The good news? Owning a motorcycle is officially cheaper than running a car; 50% cheaper, in fact. According to research conducted by MotorcycleNews.com, it costs half as much to run a motorcycle as it does to run a car. Fact.
The team at Motorcycle News looked at the costs involved with new drivers; their figures showed that a seventeen year old driving a car will have sent approximately £2,640 to get on the road, whereas a sixteen year old motorcyclist will have spent less half that amount, at only £1,288 (a whopping saving of 52%).
For a teenager looking to get from A to B by any means possible (short of asking Mum and Dad to be the Taxi Driver of course), there couldn’t be a more clear-cut case in terms of transport options.
What are the basic transport options for new road users?
For any new road users looking for a fast-track route to vehicular independence, there are two options:
The figures don’t lie
So how does it all add up? A like-for-like cost comparison shows that while the administrative side of obtaining a vehicle license is the same for cars, mopeds and motorcycles (£50 ea. For a provisional license), the real money-saver is the amount spent on training lessons and vehicular accessories. While a basic course of driving lessons start from £800 (ouch), excluding the cost of Theory and Practical tests (£31 and £62 respectively); the CBT costs only £89. That’s right, just £89.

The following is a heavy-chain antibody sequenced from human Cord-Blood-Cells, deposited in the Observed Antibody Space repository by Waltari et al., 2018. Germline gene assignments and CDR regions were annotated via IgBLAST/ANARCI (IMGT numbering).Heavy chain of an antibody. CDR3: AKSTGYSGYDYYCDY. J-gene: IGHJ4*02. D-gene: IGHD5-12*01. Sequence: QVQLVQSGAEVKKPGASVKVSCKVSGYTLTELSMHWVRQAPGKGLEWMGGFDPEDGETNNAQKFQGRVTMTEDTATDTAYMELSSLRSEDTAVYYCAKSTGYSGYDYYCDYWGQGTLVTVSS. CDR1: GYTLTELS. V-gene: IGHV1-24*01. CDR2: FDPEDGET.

The costs involved with purchasing a vehicle weigh more heavily in the car’s favour (£575 for a 1998 Honda with around 60,000 miles on the clock; £695 for your basic-model Baotian BT49 with 4000 miles on the clock, and £795 for a Honda CC125 with 4000 miles on the clock), however even with the additional accessories costs added to the motorcycling total (£120 total for leathers), the overall expense of driving lessons weighs in so heavily that the motorcycle still comes out on top.
With driving lessons, testing costs and the whopping insurance fees bumping up the total, the final figures showed that a roadworthy car would cost £2,639.96, a roadworthy 50cc moped £1,288.22, and a roadworthy 125cc motorcycle only £,426.00. Has there ever been a greater argument in favour of motorcycling?